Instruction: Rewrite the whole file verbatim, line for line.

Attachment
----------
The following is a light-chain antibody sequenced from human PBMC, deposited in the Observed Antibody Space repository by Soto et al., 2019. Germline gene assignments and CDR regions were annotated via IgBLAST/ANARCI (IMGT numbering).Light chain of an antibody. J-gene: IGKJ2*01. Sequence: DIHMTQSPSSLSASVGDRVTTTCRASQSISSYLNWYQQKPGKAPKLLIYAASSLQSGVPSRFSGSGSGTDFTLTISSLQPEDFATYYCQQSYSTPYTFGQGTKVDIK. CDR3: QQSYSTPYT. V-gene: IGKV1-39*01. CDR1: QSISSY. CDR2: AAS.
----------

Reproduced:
The following is a light-chain antibody sequenced from human PBMC, deposited in the Observed Antibody Space repository by Soto et al., 2019. Germline gene assignments and CDR regions were annotated via IgBLAST/ANARCI (IMGT numbering).Light chain of an antibody. J-gene: IGKJ2*01. Sequence: DIHMTQSPSSLSASVGDRVTTTCRASQSISSYLNWYQQKPGKAPKLLIYAASSLQSGVPSRFSGSGSGTDFTLTISSLQPEDFATYYCQQSYSTPYTFGQGTKVDIK. CDR3: QQSYSTPYT. V-gene: IGKV1-39*01. CDR1: QSISSY. CDR2: AAS.